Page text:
Infilling Rates of a Steepland Catchment Estuary, Whangamata, New Zealand


  • A T Sheffield
  • T R Healy
  • M S McGlone


Estuarine sedimentation rates, 14C, 210Pb, palynology.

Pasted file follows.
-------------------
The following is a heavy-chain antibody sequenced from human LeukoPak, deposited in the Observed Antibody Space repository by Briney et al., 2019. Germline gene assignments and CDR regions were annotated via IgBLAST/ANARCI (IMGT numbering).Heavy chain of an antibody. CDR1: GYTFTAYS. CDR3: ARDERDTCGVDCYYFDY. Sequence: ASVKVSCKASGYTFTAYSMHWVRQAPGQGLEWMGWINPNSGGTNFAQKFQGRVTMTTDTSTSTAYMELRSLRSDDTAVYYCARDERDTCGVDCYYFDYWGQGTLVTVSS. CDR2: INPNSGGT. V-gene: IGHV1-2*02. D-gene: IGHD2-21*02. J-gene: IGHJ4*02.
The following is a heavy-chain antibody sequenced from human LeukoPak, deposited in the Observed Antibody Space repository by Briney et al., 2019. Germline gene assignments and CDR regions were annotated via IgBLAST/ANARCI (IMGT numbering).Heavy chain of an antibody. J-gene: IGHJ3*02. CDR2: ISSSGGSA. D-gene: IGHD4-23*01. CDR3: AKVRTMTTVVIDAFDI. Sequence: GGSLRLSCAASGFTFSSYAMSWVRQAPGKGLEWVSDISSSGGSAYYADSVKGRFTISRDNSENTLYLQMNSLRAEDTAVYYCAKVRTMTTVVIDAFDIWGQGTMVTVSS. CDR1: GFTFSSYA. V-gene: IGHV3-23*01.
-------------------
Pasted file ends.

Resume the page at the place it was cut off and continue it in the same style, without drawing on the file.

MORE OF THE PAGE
Apparent sedimentation rates for the Whangamata Harbour, a barrier-enclosed estuarine lagoon on the eastern Coromandel coast of New Zealand, were assessed from three cores taken at representative locations within the estuary. Palynology was utilised to interpret vegetation changes in the catchment during the last 6,000 years; 210Pb dating was applied to the upper sediment layers to infer changes over the last 100 years, and 14C dating of shell beds within the estuary was undertaken to obtain actual dates. Apparent sedimentation rates were found to have increased from 0.1 mm yr-1 in pre-Polynesian times (~700 BP), to 0.3 mm yr -1 evidently due to Polynesian agricultural practises. After the 1880's, rates increased dramatically to 11 mm yr-1,   which is attributed to European clearance of the relatively steep catchment, and more recently, the development and felling of commercial exotic forestry. Future rapid estuarine infilling may be offset by accelerated sea-level rise.